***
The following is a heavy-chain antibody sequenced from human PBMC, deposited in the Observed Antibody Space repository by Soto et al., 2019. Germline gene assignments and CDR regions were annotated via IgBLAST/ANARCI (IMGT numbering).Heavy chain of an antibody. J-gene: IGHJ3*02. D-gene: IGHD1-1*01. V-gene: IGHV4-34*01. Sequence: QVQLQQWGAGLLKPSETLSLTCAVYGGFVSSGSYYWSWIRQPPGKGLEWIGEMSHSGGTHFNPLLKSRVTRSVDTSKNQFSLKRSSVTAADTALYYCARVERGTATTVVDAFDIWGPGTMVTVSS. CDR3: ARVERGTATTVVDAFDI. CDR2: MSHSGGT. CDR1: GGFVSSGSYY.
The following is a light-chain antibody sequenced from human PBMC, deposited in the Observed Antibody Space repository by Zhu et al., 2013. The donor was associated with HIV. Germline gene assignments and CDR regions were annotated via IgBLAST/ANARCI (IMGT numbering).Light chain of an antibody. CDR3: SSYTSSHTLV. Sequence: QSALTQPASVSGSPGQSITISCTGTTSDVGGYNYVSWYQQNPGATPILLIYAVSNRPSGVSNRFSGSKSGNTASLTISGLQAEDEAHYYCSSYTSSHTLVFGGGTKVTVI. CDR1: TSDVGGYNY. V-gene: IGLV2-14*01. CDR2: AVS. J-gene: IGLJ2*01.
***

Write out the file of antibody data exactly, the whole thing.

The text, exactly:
The following is a heavy-chain antibody sequenced from human PBMC, deposited in the Observed Antibody Space repository by Soto et al., 2019. Germline gene assignments and CDR regions were annotated via IgBLAST/ANARCI (IMGT numbering).Heavy chain of an antibody. J-gene: IGHJ3*02. D-gene: IGHD1-1*01. V-gene: IGHV4-34*01. Sequence: QVQLQQWGAGLLKPSETLSLTCAVYGGFVSSGSYYWSWIRQPPGKGLEWIGEMSHSGGTHFNPLLKSRVTRSVDTSKNQFSLKRSSVTAADTALYYCARVERGTATTVVDAFDIWGPGTMVTVSS. CDR3: ARVERGTATTVVDAFDI. CDR2: MSHSGGT. CDR1: GGFVSSGSYY.
The following is a light-chain antibody sequenced from human PBMC, deposited in the Observed Antibody Space repository by Zhu et al., 2013. The donor was associated with HIV. Germline gene assignments and CDR regions were annotated via IgBLAST/ANARCI (IMGT numbering).Light chain of an antibody. CDR3: SSYTSSHTLV. Sequence: QSALTQPASVSGSPGQSITISCTGTTSDVGGYNYVSWYQQNPGATPILLIYAVSNRPSGVSNRFSGSKSGNTASLTISGLQAEDEAHYYCSSYTSSHTLVFGGGTKVTVI. CDR1: TSDVGGYNY. V-gene: IGLV2-14*01. CDR2: AVS. J-gene: IGLJ2*01.